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Health IT tool to reduce hospital readmissions identifies vulnerable patients earlier

A healthcare IT program aimed at reducing hospital readmissions by more effectively coordinating vulnerable patients’ hospital discharge and follow-up care has been utilized by four hospital pilot partners. RightCare Solutions, developed by University of Pennsylvania School of Nursing associate professor Kathy Bowles and Eric Heil, a second-year Wharton MBA student with Domain Associates, a venture […]

A healthcare IT program aimed at reducing hospital readmissions by more effectively coordinating vulnerable patients’ hospital discharge and follow-up care has been utilized by four hospital pilot partners.

RightCare Solutions, developed by University of Pennsylvania School of Nursing associate professor Kathy Bowles and Eric Heil, a second-year Wharton MBA student with Domain Associates, a venture capital investor in the life sciences sector,  is one of three finalists for Janssen Healthcare Innovation’s Connected Care Challenge and made its presentation at Janssen’s first Demo Day. The company also won Wharton’s business plan competition last month.

Its D2S2 software focuses on identifying vulnerable patients when they’re admitted rather than when they’re discharged to reduce the chances of missing patients.  It uses a scoring system to identify patients who should be referred for post-acute services to prevent readmission. The questions are administered by nurses and discharge planners, and patients are referred for post-acute care support if their responses trigger an alert.

It recently completed a study with pilot partner the Hospital of the University of Pennsylvania and has others underway at Jefferson University Hospitals, New York University Langone Medical Center and Johns Hopkins Hospital.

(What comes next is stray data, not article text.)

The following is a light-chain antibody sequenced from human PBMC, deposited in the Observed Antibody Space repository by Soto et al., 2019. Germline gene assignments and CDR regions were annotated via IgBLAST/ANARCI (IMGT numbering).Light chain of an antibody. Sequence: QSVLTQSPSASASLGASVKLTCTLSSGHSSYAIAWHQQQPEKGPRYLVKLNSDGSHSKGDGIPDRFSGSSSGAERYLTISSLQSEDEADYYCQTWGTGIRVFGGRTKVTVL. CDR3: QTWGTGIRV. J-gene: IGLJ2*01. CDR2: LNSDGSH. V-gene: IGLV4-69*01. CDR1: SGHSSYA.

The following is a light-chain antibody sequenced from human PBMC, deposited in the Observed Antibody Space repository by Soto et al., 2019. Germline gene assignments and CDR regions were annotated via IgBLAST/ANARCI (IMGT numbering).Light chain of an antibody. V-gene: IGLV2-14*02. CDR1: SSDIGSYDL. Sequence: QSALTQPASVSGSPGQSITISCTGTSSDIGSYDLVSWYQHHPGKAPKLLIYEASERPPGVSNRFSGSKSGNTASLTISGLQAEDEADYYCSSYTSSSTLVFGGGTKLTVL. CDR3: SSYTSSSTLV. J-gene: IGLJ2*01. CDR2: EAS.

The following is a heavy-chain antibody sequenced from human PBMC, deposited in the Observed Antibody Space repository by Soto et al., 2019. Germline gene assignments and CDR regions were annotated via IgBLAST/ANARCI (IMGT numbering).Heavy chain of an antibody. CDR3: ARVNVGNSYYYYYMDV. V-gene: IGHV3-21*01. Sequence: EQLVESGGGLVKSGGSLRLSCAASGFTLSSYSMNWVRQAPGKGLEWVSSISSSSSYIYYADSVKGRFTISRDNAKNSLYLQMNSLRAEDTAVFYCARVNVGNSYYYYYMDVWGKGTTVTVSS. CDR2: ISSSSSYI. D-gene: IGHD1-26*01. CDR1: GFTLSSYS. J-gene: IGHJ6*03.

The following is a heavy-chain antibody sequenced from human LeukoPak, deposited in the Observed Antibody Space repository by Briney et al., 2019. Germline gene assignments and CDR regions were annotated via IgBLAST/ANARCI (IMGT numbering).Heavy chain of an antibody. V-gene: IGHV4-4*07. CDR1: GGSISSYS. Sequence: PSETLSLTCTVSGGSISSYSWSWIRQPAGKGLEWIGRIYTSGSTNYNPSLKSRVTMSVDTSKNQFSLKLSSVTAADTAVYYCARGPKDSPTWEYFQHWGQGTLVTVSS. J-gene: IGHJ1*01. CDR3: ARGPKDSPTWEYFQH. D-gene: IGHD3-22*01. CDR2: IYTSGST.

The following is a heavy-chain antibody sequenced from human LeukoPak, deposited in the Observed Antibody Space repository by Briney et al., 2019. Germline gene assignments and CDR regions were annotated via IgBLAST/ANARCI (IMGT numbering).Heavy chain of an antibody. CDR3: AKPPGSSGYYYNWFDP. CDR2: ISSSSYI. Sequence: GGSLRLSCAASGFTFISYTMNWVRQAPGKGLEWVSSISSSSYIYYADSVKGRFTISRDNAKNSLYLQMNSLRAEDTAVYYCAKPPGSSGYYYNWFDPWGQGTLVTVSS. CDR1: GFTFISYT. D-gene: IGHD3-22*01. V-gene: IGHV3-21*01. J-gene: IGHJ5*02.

Bowles secured $5 million in funding from the National Institutes of Health to help develop the program.

With hospitals facing cuts in reimbursements for readmissions next year as part of healthcare reform legislation, companies are increasingly taking an interest in addressing the issue. Janssen’s innovation challenge was designed to tackle the problem of hospital readmissions by rewarding companies for coming up with novel ideas.

Kim Park, a founding partner with Janssen Innovation, said helping people transition from hospitals to home is one area it has identified where technology could be used to improve patient outcomes. It is also looking at ways to improve patient compliance with rehabilitation when heart attack victims are discharged from the hospital. Later in the second quarter, it is planning to launch an app to improve patient compliance for people with HIV, who risk serious health consequences if they miss their medication.

In addition to RightCare Solutions, finalists Cara Health and Care Rocket received $50,000. The winner will receive $100,000 to develop their concept to commercialization and is scheduled to be announced May 23.

Kathy Bowles of RightCare Solutions